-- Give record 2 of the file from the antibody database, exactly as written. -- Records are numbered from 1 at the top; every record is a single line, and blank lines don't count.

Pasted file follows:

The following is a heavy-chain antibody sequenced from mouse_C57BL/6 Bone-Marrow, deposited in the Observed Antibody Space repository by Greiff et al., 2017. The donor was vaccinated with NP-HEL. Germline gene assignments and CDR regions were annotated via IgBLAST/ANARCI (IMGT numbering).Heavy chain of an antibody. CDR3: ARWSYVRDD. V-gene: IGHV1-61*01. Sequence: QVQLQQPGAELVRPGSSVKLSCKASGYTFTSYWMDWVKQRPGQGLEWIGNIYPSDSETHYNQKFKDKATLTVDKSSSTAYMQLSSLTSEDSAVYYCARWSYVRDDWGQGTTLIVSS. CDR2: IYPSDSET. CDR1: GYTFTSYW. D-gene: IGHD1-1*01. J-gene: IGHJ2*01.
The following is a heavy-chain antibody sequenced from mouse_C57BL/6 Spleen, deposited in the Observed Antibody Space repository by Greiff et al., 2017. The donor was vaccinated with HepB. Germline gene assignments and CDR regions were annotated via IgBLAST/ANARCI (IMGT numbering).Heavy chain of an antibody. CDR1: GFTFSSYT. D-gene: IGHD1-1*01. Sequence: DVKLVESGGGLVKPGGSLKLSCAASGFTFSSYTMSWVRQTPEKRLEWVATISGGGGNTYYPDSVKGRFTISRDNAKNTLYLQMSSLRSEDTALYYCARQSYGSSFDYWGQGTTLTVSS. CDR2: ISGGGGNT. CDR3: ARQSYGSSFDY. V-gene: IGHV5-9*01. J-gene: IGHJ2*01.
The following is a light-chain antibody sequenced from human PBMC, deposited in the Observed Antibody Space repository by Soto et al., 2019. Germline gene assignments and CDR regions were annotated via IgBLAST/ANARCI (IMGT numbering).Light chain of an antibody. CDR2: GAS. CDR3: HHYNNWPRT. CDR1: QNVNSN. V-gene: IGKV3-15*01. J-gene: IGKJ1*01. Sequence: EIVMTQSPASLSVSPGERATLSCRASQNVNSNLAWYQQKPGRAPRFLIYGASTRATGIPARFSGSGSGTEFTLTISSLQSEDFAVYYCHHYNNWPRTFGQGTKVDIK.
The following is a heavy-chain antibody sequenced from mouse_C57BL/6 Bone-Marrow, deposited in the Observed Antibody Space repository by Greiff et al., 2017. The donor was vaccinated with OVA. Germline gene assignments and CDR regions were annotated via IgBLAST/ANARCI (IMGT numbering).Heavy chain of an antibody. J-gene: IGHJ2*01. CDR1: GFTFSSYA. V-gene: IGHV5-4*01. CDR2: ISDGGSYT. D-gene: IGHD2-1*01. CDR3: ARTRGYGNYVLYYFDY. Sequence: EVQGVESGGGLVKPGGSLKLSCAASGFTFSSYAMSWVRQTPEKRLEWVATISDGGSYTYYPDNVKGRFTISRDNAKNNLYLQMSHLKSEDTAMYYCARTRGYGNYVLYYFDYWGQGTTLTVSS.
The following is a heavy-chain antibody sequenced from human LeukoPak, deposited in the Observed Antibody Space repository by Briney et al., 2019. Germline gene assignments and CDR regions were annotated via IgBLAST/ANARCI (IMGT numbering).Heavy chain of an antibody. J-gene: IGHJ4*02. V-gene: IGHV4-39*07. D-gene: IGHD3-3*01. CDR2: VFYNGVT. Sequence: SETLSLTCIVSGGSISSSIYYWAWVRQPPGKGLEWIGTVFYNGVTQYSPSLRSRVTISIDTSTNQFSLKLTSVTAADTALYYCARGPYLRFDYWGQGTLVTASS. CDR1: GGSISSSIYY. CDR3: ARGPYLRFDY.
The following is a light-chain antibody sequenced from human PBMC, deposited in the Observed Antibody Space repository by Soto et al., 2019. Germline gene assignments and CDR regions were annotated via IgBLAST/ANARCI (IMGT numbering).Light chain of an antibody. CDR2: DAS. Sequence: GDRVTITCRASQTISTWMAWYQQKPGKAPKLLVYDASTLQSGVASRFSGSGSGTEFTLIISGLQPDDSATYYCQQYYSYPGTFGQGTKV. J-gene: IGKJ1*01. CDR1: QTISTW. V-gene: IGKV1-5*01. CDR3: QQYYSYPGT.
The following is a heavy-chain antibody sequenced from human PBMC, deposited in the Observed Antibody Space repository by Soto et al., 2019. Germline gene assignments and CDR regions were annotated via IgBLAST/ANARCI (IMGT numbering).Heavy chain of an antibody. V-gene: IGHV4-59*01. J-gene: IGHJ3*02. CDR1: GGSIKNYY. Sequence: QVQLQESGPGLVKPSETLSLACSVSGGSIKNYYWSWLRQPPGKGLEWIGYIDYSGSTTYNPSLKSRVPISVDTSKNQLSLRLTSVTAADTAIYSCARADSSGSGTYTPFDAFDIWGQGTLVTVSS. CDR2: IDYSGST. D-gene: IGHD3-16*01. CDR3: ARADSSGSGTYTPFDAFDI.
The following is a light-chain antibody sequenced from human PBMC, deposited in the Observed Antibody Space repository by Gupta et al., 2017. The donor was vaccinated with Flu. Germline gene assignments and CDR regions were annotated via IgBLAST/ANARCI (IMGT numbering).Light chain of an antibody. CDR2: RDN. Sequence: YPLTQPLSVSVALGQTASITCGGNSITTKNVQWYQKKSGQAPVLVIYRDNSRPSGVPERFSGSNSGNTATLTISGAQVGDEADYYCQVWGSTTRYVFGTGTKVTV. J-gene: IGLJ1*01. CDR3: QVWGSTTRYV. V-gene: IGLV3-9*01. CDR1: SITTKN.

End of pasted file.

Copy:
The following is a heavy-chain antibody sequenced from mouse_C57BL/6 Spleen, deposited in the Observed Antibody Space repository by Greiff et al., 2017. The donor was vaccinated with HepB. Germline gene assignments and CDR regions were annotated via IgBLAST/ANARCI (IMGT numbering).Heavy chain of an antibody. CDR1: GFTFSSYT. D-gene: IGHD1-1*01. Sequence: DVKLVESGGGLVKPGGSLKLSCAASGFTFSSYTMSWVRQTPEKRLEWVATISGGGGNTYYPDSVKGRFTISRDNAKNTLYLQMSSLRSEDTALYYCARQSYGSSFDYWGQGTTLTVSS. CDR2: ISGGGGNT. CDR3: ARQSYGSSFDY. V-gene: IGHV5-9*01. J-gene: IGHJ2*01.